21
Sep2022

This week's research ethics roundup covers efforts by Black scientists to develop oxygen sensors for darker skin; the ethical challenges faced by clinical ethicists; new policy guidance for immediate open access to research findings; and the use of electronic health record data to study pregnancy outcomes.

'A poster child' for diversity in science: Black engineers work to fix long-ignored bias in oxygen readings
STAT | Usha Lee McFarling

Pulse oximeters, a standard tool in hospitals for monitoring patient oxygen levels, became a public health staple during the COVID-19 pandemic, particular for older or immunocompromised individuals suffering from respiratory symptoms of infection. The devices read oxygen levels through the skin of a finger and were developed based on measurements taken through light-colored skin. For decades, it has been known that these devices are less accurate when reading through pigmented skin, due to the absorption of light by melanin, but it wasn’t until 2021 and the COVID-19 crisis that the FDA released a safety communication highlighting this concern. Now engineers at Tufts University and Brown University—who are themselves Black—are working to develop sensors that will provide accurate measurements on those with darker skin.  

Understanding the expanded role of clinical ethicists
Science Daily

Healthcare workers have faced unprecedented challenges in recent years, including having to deal with troubling ethical issues. A recent article published in AJOB Empirical Bioethics explores the unique role that clinical ethicists play behind the scenes helping frontline workers, and the medical organizations they support, navigate these new ethical frontiers.  "By understanding the experiences of clinical ethicists during the COVID-19 pandemic and the ethical challenges they faced, we can better understand how their expanded role links to both clinical and organizational outcomes," says Connie Ulrich, the lead investigator of the study.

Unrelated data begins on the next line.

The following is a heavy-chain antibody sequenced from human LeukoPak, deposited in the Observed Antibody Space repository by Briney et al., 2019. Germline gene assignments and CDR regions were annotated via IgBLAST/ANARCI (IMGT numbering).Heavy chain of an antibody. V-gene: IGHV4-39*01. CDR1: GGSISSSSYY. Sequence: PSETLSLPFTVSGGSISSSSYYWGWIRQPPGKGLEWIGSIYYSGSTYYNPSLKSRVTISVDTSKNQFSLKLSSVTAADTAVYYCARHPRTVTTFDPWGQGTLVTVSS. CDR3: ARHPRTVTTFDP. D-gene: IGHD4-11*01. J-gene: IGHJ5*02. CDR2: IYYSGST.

White House requires immediate public access to all U.S.-funded research papers by 2025
Science Insider | Jeffrey Brainard, Jocelyn Kaiser

A recent policy announcement by the Biden administration will weaken the ability of journals to keep papers describing federally funded research behind their paywalls. This latest move has been applauded by advocates of open-access publishing, who believe that the one-year embargo allowed under a 2013 rule inhibits the free flow of information, and ultimately, scientific advancement. The new guidance requires agencies to submit plans by the end of 2025 that will make any federally funded research papers available to the public without any embargo or delay following publication.   

A pandemic push for data sharing could pay off for pregnancy research
STAT | Katie Palmer

Even after recent regulatory changes to encourage enrollment of pregnant people in clinical research, studies examining maternal mortality and other pregnancy complications are rare. The COVID-19 pandemic led to a focus on creating accurate electronic health records with substantial protections for the protection of patient privacy, and some researchers are taking advantage of opportunities these records provide to learn about pregnancy outcomes. Researcher Jose Figueroa examined a large nationwide hospital dataset and found that maternal deaths increased during the acute phase of the pandemic. Now researchers are working to create a centralized database that will, among other advances, facilitate tracking individual pregnancy data from before, during and after birth, to identify factors leading to various pregnancy outcomes.

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